Capitol Alert

California cap-and-trade program generates more than $1 billion. Who gets the money?

Gov. Jerry Brown raises the signed bill extending the cap-and-trade climate change program until 2030 on July 25, 2017 on Treasure Island.
Gov. Jerry Brown raises the signed bill extending the cap-and-trade climate change program until 2030 on July 25, 2017 on Treasure Island.

Yesterday’s carbon permit auction, the first since California extended its cap-and-trade system through 2030, was among the most successful the state has held in the program’s five years.

After several quarters of anemic auction results, businesses bought $935 million in credits to emit polluting greenhouse gases.

That will provide a healthy chunk of change for California’s greenhouse gas reduction fund: about $640 million to finance the high-speed rail and other projects intended to curtail the state’s carbon footprint. With a large balance already sitting in the account, a legislative analysis estimates that there will be more than $1.4 billion available to spend in the 2017-18 budget year.

And everyone is going to want a piece of that pie.

Firefighting organizations are in Sacramento today calling on the Legislature to commit some of the money to response efforts for natural disasters such as wildfires, which have been exacerbated by climate change. Representatives from the California Fire Chiefs Association and California Professional Firefighters, among others, will hold a press conference at 10 a.m. on the south steps of the Capitol.

Another issue still to be worked out: covering the cost of eliminating the fire prevention fee and expanding a manufacturer tax credit, sweeteners that were dangled to secure Republican votes for the cap-and-trade renewal. Those will paid for with auction revenue, but how it’s doled out could mean more or less for other legislative priorities.

Lawmakers intend to pass an expenditure plan before the end of session next month; the Assembly Budget Subcommittee on Resources and Transportation will discuss its proposal at 9:30 a.m. in Room 447 of the Capitol, while a Senate hearing is set for Thursday.

Welcome to the AM Alert, your morning rundown on California policy and politics. To receive it regularly, please sign up here.

WORTH REPEATING: “This is a national concern...that deserves more attention.” – California Supreme Court Chief Justice Tani Cantil-Sakauye, on federal immigration enforcement at local courthouses

FIGHT FOR YOUR RIGHT: It’s that time of year when advocacy groups flood the Capitol, trying to keep attention on their issues so they don’t get lost amid the crush of bills that lawmakers will consider before the end of session. Proponents of Assembly Bill 249 will join half a dozen legislators, including author Assemblyman Kevin Mullin, D-South San Francisco, to urge a vote for the measure requiring more disclosure of who paid for political advertisements, 11:45 a.m. in Capitol Park near 12th and N streets. Following Monday’s massive free Common concert, supporters of overhauling California’s bail system plan to rally again on the north steps of the Capitol at noon for Senate Bill 10. Senate President Pro Tem Kevin de León and faith leaders from across California are set to hold a “people’s hearing” on Senate Bill 54, which would prohibit state and local law enforcement from collaborating with federal immigration authorities, 11 a.m. in the basement of the Capitol.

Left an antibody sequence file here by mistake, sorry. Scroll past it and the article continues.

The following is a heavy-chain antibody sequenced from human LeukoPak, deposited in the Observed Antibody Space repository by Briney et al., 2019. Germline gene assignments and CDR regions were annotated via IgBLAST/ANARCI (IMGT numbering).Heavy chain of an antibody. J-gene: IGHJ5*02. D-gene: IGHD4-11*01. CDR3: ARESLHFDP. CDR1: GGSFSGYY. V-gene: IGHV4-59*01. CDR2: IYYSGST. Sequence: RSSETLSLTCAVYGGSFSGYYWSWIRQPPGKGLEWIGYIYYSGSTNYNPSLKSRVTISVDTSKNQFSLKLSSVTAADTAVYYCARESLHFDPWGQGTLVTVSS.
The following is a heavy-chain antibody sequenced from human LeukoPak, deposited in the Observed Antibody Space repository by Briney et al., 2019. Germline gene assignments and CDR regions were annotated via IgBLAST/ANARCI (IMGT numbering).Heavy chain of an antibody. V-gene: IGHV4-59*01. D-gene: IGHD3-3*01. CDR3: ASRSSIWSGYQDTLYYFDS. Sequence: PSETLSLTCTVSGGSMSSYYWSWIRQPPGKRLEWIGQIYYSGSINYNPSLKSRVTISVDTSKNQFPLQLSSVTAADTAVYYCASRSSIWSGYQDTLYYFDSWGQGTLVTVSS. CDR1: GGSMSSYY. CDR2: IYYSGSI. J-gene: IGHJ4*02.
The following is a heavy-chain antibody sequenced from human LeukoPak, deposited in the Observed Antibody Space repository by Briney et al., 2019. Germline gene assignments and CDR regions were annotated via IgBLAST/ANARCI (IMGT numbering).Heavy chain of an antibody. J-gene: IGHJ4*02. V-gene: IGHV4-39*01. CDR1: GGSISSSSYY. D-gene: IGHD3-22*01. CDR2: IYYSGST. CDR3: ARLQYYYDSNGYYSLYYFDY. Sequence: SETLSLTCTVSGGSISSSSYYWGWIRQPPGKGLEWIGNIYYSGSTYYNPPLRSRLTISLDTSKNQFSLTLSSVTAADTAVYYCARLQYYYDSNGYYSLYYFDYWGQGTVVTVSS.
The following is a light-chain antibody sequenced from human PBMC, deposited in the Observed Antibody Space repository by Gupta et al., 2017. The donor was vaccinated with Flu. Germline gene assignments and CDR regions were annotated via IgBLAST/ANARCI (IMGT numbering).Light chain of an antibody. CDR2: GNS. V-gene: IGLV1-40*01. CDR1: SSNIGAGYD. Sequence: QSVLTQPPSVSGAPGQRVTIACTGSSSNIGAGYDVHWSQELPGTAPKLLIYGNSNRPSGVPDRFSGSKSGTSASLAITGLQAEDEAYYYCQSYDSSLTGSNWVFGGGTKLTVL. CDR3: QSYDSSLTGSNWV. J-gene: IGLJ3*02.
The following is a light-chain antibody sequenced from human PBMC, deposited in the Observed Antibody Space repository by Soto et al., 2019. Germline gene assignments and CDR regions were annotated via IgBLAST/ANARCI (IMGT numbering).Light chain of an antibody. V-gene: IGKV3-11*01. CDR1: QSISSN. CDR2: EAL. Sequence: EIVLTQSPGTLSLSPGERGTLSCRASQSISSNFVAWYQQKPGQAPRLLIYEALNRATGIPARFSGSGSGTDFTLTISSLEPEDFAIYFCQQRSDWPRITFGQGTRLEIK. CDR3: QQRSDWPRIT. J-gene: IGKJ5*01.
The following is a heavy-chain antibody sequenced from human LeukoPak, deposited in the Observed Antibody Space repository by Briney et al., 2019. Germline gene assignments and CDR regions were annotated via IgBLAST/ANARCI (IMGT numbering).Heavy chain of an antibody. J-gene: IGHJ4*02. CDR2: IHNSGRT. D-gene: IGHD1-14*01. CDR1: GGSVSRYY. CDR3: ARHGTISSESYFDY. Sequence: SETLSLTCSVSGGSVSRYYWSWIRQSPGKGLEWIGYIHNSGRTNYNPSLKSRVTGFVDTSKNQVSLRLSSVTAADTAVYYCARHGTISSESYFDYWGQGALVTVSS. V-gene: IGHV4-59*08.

SOMETHING IN THE WATER: Contamination from agricultural runoff has left many poor California communities that cannot afford expensive, high-tech treatment systems without reliable access to clean drinking water. A new proposal from Sen. Bill Monning, D-Carmel, would finance clean water projects in those areas through a fee on fertilizer sales, milk manufacturers and ratepayers. Monning will unveil the agreement with farming groups and environmental justice organizations, Senate Bill 623, at a press conference on the east steps of the Capitol at 11 a.m.

BOSS OF ME: A state audit in April called out California State University for failing to adequately justify growth in its management ranks, with hiring and salary increases that far outstripped those for faculty and support staff. The report, which was requested by the CSU Employees Union, echoed longtime complaints from the labor group about administrative bloat at the university. Legislative committees on audits, higher education and the budget will jointly hold an oversight hearing on the findings, 9:30 a.m. in Room 437 of the Capitol.

PLAY THE GAME: In summers past, legislative Democrats and Republicans have taken their political rivalry to the softball diamond for a charity match. They’ll square off tonight instead on the soccer field for the first ever Capitol Cup. The event, benefiting the women’s shelter Saint John’s Program for Real Change, takes place at 5:30 p.m. at Papa Murphy’s Park at Cal Expo. Are you #TeamDem or #TeamRep?

Alexei Koseff: 916-321-5236, @akoseff